For the last three weeks, I’ve posted a series of blogs focusing on the lasting legacy of some of Cambodia’s sometime extremely dark history, namely the Khmer Rouge, as well as more ancient times during the Khmer Empire. The country continues to face problems and progress is blighted by corruption that goes to the very heart of the government.
But despite the struggles that many Cambodians face on a daily basis, it was the warm smiles displayed by local people and the general helpfulness that truly stands out for me from my trip. The country is embracing tourism in a big way, yet it is the acts of kindness displayed by individuals that will truly make it successful in the long-term.
It is fast-becoming a country of contrasts. In the big tourist centres, luxury hotels have all the facilities that visitors would find anywhere in the world. But then head out into the countryside where the landscape is dominated by rice fields and families live in single-room wooden houses (sometimes raised on stilts to protect during floods), with their washing hanging outside. You find markets selling fresh fruit and other useful foodstuffs, yet it is also possible to buy barbecued tarantulas, scorpions and even rats. Cambodians consumed this sort of food out of necessity to stay alive during the time of the Khmer Rouge, however it still seems some people eat it today.
And aside from the big must-sees when visiting Cambodia, I was lucky enough to experience local life at some community-led projects that are creating jobs for local people. In my final post from the country, here I chart four memorable discoveries that are slightly off the beaten track.
I made a stop on our way to Siem Reap at Kompong Pluk loating village, a community of some 500 wooden-built homes raised 15 or so metres from the ground to keep residents dry when the surrounding rice fields flood. Some had made a real effort to beautify their properties by lining their terraces with colourful flowers and painting the wood. The village, about an hour’s drive from Siem Reap, also contained schools, shops, restaurants, guest houses and even churches which were all built on wooden stilts.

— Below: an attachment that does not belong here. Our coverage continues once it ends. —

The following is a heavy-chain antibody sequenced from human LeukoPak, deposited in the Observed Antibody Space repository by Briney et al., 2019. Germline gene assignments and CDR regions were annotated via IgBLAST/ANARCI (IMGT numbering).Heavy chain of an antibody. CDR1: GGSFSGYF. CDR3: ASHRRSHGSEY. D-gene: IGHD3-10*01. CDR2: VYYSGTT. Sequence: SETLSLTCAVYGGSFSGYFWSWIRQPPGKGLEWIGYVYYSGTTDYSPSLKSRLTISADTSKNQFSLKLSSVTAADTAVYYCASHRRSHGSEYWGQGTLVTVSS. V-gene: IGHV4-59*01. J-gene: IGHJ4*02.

To get into the heart of the village we needed to take a short boat ride along the river, where families lived their lives doing their cooking, washing and repairing their own vessels on the earth banks, lined with trees. On dry land, we were able to walk down the bustling high street which in the rainy season wouldn’t exist. Children wouldn’t be able to play games in the street and villagers would be force to get in a boat to visit their neighbours living a few metres away.
Back on the boat, we headed further along the river and out into the big lake connecting numerous floating villages in this part of Cambodia. The driver switched off the noisy engine and what can only be described as a floating bar, operated by an oldish looking Khmer lady sold us cool beers from her boat. Enjoying these in the late afternoon sun on the top deck of our narrow boat was pure bliss.
In the western world weddings can become highly stressful occasions to organise, with guest invites and table plans created months in advance in an attempt to make everything run to a tight schedule on the day. For Cambodian families, it seems that things are much more free and easy. I was fortunate enough to be able join a wedding in a village near Siem Reap where the family set-up tables for us in the marquee at short notice and brought us endless food and drink through the evening.
It’s probably worth taking a step back to explain how I had ended up at the wedding in the first place. Our guide who was showing us the area mentioned that he was going to the occasion – celebrating the marriage of a family friend – in the evening and then casually asked whether we would like to join him. We did and so arranged tuk tuks from our hotel in Siem Reap and headed out into the countryside.
Down an unlit, unpaved road, we found the brightly wedding party which was taking place in a marquee set-up in front of the father of the bride’s house. We were ushered to our table and as we served delicious curries and grilled meats, the bride and groom came to talk to us (they spoke a few words of English). They seemed genuinely pleased that we had shared their special day with them.